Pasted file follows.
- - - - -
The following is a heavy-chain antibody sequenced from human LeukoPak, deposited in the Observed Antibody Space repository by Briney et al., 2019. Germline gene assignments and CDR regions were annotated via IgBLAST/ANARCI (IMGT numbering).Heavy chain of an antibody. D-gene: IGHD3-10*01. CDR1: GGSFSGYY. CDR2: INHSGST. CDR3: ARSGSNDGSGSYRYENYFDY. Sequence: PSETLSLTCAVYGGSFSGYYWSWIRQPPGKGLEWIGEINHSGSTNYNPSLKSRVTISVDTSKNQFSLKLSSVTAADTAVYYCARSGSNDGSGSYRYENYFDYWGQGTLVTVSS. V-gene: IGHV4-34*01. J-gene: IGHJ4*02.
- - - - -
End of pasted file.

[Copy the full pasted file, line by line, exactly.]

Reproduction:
The following is a heavy-chain antibody sequenced from human LeukoPak, deposited in the Observed Antibody Space repository by Briney et al., 2019. Germline gene assignments and CDR regions were annotated via IgBLAST/ANARCI (IMGT numbering).Heavy chain of an antibody. D-gene: IGHD3-10*01. CDR1: GGSFSGYY. CDR2: INHSGST. CDR3: ARSGSNDGSGSYRYENYFDY. Sequence: PSETLSLTCAVYGGSFSGYYWSWIRQPPGKGLEWIGEINHSGSTNYNPSLKSRVTISVDTSKNQFSLKLSSVTAADTAVYYCARSGSNDGSGSYRYENYFDYWGQGTLVTVSS. V-gene: IGHV4-34*01. J-gene: IGHJ4*02.